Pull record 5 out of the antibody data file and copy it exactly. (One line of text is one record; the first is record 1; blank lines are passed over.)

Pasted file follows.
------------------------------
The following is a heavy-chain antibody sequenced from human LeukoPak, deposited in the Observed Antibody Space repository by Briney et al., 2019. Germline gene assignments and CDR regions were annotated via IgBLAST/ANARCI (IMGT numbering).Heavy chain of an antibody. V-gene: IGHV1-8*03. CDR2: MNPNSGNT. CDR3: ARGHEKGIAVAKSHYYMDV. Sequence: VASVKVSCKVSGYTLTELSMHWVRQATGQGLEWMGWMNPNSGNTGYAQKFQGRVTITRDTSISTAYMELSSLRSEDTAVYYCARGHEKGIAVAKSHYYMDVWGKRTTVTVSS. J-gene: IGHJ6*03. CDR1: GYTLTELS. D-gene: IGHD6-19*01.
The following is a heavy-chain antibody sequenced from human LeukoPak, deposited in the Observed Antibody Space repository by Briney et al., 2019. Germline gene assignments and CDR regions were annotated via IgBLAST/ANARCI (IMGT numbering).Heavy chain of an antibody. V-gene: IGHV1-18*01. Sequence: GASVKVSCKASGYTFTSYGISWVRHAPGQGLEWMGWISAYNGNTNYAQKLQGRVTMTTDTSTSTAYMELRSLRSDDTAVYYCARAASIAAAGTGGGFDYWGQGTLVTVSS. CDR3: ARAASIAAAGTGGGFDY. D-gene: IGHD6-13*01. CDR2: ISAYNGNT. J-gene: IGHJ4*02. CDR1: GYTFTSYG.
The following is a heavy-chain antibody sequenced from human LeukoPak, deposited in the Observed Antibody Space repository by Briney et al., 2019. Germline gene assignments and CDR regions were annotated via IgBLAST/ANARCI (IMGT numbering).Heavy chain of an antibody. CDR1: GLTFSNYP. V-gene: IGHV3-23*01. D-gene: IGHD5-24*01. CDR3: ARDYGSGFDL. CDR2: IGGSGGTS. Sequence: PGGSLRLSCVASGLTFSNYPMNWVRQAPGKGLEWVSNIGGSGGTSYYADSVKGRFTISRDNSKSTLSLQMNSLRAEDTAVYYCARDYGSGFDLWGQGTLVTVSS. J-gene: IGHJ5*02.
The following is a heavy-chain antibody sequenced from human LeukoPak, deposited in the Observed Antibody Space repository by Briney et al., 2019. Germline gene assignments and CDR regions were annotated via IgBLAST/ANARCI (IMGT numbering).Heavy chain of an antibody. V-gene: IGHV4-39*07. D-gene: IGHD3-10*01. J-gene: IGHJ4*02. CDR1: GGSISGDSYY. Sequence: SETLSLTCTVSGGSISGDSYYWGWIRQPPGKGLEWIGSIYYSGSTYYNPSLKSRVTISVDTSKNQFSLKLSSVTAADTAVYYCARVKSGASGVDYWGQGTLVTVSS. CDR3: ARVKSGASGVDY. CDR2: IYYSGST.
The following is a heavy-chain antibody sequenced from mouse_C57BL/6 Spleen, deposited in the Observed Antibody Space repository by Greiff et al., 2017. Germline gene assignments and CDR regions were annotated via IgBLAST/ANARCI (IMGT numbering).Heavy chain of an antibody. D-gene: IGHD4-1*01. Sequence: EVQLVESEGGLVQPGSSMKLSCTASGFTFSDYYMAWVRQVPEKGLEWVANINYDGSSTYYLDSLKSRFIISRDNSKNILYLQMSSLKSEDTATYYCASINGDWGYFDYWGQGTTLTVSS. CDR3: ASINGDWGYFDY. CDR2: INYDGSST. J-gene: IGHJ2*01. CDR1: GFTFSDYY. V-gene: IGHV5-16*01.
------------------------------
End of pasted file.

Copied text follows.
The following is a heavy-chain antibody sequenced from mouse_C57BL/6 Spleen, deposited in the Observed Antibody Space repository by Greiff et al., 2017. Germline gene assignments and CDR regions were annotated via IgBLAST/ANARCI (IMGT numbering).Heavy chain of an antibody. D-gene: IGHD4-1*01. Sequence: EVQLVESEGGLVQPGSSMKLSCTASGFTFSDYYMAWVRQVPEKGLEWVANINYDGSSTYYLDSLKSRFIISRDNSKNILYLQMSSLKSEDTATYYCASINGDWGYFDYWGQGTTLTVSS. CDR3: ASINGDWGYFDY. CDR2: INYDGSST. J-gene: IGHJ2*01. CDR1: GFTFSDYY. V-gene: IGHV5-16*01.